Let’s step back for a moment and see what the philosophers have to say about the practice of doing science.

One of the amazing things about the Universe we live in is that, by and large, we are able to talk about it using theories which are very good descriptions of how the world actually works. This gives the philosophers headaches for lots of reasons. Specialists in how-we-know-things (or epistemology) will give us reasons to doubt that thinking beings can actually connect their thoughts with the material world. Philosophers of language will give us equally grave reasons to doubt that language can accurately represent the physical world. And specialists in mathematical philosophy can prove to us, using something called Gödel’s theorem, that any mathematical language necessarily contains statements which are self-contradictory. Further, most theories are about how causes lead to effects, but as the great Scottish philosopher, David Hume, noted, we can’t use scientific reasoning to prove that causes always lead to effects, because that would be a circular argument!

Given that, according to the philosophers, we can’t prove the world exists, we can’t guarantee that language can represent it, we can’t establish that causes always give rise to effects, and mathematics always risks being inconsistent, we could be tempted to abandon the pursuit of science and go home now. Instead, I think we should all be impressed at the fact that, undaunted by all these philosophical perils, scientists, engineers, mathematicians and the medical profession do a remarkable job of uncovering new knowledge and applying it to make our world, by and large, a better place.

It’s at this point I must remember that I haven’t mentioned God, the Christian faith, or religion of any kind yet.

It so happens that I am a Christian. It so happens that I’m a Roman Catholic. My own personal journey to faith was neither positively nor negatively impacted by my childhood interest in astronomy, but began with a sense of God’s presence when I was 11 years old; an empirical testing-out of that God in a way that satisfied me that my prayers got answered often enough that Someone was listening to them; and a decision at the age of 16 that what I read in the New Testament matched enough of the teachings of the Roman Church that I would make my home there.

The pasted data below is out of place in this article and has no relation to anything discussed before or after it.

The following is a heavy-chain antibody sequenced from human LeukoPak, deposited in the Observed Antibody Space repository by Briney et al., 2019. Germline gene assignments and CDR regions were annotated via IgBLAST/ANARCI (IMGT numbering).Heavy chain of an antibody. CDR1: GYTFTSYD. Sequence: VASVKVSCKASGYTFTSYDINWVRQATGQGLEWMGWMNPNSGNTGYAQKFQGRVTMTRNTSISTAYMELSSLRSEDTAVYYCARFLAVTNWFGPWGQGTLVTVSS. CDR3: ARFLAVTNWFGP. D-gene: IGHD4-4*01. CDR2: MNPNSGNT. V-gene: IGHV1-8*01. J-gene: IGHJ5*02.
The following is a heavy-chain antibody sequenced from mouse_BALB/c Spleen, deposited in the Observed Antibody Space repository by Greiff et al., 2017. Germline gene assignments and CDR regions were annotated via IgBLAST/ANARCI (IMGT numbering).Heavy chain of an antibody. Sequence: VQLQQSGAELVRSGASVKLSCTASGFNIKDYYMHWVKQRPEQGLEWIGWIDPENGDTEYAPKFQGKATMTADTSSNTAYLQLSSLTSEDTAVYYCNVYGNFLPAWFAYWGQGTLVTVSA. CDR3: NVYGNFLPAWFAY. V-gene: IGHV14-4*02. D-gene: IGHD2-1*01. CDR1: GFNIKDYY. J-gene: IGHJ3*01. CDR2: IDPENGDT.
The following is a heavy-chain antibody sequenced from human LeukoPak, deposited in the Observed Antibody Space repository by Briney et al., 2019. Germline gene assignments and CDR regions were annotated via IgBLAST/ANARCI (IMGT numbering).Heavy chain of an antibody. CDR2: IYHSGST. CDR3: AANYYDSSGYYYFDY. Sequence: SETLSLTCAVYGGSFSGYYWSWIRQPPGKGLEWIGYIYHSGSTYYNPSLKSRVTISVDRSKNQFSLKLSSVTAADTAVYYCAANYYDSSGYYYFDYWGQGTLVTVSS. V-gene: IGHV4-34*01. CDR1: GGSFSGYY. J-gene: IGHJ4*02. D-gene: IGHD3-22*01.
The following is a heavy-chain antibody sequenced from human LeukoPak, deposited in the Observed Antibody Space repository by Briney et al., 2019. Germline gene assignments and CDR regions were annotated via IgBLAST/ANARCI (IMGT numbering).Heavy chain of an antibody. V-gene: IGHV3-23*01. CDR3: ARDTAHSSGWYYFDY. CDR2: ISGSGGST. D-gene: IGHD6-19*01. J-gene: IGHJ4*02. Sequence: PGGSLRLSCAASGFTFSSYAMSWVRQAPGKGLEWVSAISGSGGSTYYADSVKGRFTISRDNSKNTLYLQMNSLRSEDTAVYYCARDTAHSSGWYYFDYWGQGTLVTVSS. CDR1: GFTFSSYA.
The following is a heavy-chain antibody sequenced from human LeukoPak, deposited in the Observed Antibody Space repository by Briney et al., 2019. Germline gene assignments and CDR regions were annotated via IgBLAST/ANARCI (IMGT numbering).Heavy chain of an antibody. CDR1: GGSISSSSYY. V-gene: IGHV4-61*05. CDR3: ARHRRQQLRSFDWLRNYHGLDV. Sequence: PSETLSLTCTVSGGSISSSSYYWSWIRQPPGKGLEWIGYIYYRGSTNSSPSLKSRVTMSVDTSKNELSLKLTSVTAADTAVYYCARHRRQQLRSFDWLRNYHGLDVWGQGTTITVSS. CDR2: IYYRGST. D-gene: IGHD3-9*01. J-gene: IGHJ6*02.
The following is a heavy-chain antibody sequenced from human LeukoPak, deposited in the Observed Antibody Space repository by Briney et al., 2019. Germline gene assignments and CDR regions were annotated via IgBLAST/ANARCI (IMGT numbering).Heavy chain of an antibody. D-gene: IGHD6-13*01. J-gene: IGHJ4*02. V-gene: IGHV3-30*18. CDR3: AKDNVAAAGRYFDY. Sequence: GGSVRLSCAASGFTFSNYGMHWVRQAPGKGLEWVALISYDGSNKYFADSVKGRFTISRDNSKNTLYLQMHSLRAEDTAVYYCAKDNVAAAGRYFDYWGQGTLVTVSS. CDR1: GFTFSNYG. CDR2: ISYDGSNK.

Yes, of course the philosophers can come up with all sorts of reasons why I should doubt the existence of God. But the philosophers haven’t yet persuaded me that putting my faith in science is pointless, so I’m not going to rush to let them to dissuade me from believing in God, either.

In St John’s Gospel, Jesus said “I am the Truth” and in another place, “you will know the truth, and the truth will set you free”. I believe that whenever we find a way to express a truth in a way which is slightly less wrong than before, we move closer to God.

It doesn’t disturb me that Quantum Theory and General Relativity are mutually incompatible theories. I have faith that as the Quest for Truth continues, some scientists will prove to be smart enough to work out what’s not quite right and to fix it.

If it should happen that something I believe as a Christian isn’t compatible with the place where the evidence leads me as a scientist, that isn’t going to disturb me unduly either. Intellectual honesty requires me not to put my head in the sand, but to say “Hmmm – something doesn’t add up here.” Something has to give. It might be my religious understanding. It might be that the science isn’t quite right. But as long as there can only be one Truth about how the universe actually works, I have nothing to fear. All of the twists, turns and cul-de-sacs on the road of improving my understanding will lead me from what I know today, to the best possible description of the Truth – Truth about God and Truth about the material universe.